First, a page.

Lent 2: Ancestors of nations

Preaching text: Genesis 17:1-7, 15-16

Last summer when Pastor Emily led our review of this year’s Lent texts, she brought along an illustration from children’s bible. In it, a gray-haired Sarah and Isaac are smiling down at a swaddled Abraham. The text on this page read, “God told Sarah she would have a baby anyway! Soon Baby Isaac was born.”

Alongside this text, Em had scrawled in red, “NO! NOT SOON.”

In today’s text, we hear God promising Abraham and Sarah that they will be ancestors of nations. We know that part of the story.

What’s harder to remember is how much of the story happened before we got here.

The promise

“I will make my covenant between me and you, and will make you exceedingly numerous…As for me, this is my covenant with you: You shall be the ancestor of a multitude of nations…I will establish my covenant between me and you, and your offspring after you throughout their generations, for an everlasting covenant, to be God    to you and to your offspring after you…As for Sarai your wife…I will bless her, and she shall give rise to nations; kings of people shall come from her.”

Genesis 17:4, 7, 15-16

Why Abram and Sarai need this covenant

Let’s review: twenty-four years before Abraham and Sarah received this covenant promise, God first comes to Abram. Abram and Sarai leave their homeland at divine behest, and pass through the land that God promises They will give them, down into Egypt, where Abram passes Sarai off as his sister and she becomes the Pharaoh’s concubine but God intercedes to send them on their way and there are approximately one thousand arguments over which well belongs to whom and all throughout this time, God keeps repeating the promise that Abram will be the father of nations. But both Abram and Sarai doubt this, and a slave named Hagar is made to have sex with Abram and bear the child he fathered.

All of this happens before the covenant that we hear today. And another year—plus another couple of moves, plus Abraham passing Sarah off as his sister again—is going to pass before Isaac is born.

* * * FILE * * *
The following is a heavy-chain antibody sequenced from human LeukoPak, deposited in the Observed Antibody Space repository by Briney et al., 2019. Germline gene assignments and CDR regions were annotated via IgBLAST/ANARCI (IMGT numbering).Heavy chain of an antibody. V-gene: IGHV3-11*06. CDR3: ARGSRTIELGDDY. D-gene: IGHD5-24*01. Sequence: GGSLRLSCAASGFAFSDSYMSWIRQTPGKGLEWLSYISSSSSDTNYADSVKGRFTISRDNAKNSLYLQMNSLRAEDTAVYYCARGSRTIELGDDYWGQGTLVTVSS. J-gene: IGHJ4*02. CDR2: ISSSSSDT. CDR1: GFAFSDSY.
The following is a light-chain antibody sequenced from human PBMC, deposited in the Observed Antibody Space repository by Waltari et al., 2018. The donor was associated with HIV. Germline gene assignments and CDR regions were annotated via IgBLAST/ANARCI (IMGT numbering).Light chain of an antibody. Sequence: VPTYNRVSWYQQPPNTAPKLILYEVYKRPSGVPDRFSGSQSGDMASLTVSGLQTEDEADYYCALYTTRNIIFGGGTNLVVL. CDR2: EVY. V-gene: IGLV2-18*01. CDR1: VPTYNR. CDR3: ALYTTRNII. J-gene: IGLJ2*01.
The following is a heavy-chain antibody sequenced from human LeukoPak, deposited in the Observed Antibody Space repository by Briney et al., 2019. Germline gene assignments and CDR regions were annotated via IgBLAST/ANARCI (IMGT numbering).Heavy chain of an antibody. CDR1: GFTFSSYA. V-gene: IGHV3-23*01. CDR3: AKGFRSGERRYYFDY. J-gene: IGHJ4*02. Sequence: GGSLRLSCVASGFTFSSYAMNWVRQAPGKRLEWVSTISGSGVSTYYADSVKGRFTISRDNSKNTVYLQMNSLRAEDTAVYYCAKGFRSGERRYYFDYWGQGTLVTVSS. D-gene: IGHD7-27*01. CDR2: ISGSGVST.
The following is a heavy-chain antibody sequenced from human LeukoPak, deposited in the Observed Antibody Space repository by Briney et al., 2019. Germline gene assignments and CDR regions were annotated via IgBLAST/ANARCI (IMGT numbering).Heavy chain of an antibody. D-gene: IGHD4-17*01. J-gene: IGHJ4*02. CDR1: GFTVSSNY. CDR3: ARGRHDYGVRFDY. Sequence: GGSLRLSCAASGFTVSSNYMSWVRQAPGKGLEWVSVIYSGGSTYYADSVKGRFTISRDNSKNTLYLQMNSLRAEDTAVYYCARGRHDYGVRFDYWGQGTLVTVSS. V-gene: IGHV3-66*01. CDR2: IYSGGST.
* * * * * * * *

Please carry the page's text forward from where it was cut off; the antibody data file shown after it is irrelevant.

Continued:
The two of them have already been through so much already, and it’s not over yet. And in the midst of it all, God shows up again, to strike this covenant.

But something else happens too, alongside and through this promise: Abram and Sarai are renamed; they receive new identities through this promise. In Abraham’s case, the name reflects the promise itself: ancestor of multitudes. Something peculiar is happening here: God wants Abram to start using a name that reflects the promise that hasn’t happened yet.

This covenant accompanies the institution of circumcision for male Israelites. Just as Abraham and Sarah’s identities are reshaped through renaming, the Israelites’ identities are reshaped through circumcision. They are recognizably different than they were before, and different, too, to others around them. They are a people set aside by a promise that hasn’t yet come true, a promise that nevertheless has the power to reshape who they are, because it tells them whose they are.

Why we need this promise

This past year I participated in National Novel Writing Month for the first time. For those of you who haven’t had the pleasure of meeting NaNoWriMo before, it’s a challenge to write 50,000 words in 30 days.

I bought a book to tell me how to do it (that’s how I roll, friends), and there in the beginning was a little piece of advice: start calling yourself a writer.

But I’m not a writer, I thought desperately. I haven’t earned the right to that name yet!

But dang it all, that was precisely the point. The title was both aspirational and actualizing. It was a classic piece of fake-it-‘til-you-make-it psychology. And it totally worked. I wrote 50,003 words in 30 days, a work of terrible fiction that I will never show it to anyone, but I still wrote a novel.

This fake-it-‘til-you-make-it faith felt strangely…well-practiced, and it didn’t take long to figure out why. As Christians, we live in the tension of already/not yet, between Christ’s first coming and his second, between a promise made and a promise fulfilled. When Jesus came roaring out of the forty-day wilderness, he came preaching, “The kin-dom of God has come near!” Someday, it won’t be near, it will be here.

Already. Not-yet. In this story, we see Abraham and Sarah living there too.

It’s a tough place to be. We get tired of waiting. We try to game the system and make it happen by ourselves, like Abram and Sarai did with Hagar. We lose faith. We regain it. We weep with frustration. We laugh with incredulity. We accept the names God gives us—children of God—and we fake it, praying, praying that one day we won’t be faking anymore.

The promise God makes with Abraham and Sarah suggests that perhaps this is enough. That this faith alone, imperfect and fumbling though it is, might just be what makes us after all. Because that, after all, is the power of the one in whom we have that faith: a God who makes impossible promises and then keeps them; a Christ who will invite us to walk the way of the cross with him and then keeps going even when we falter.

Published by Barn Geese

Honk if you love Jesus.

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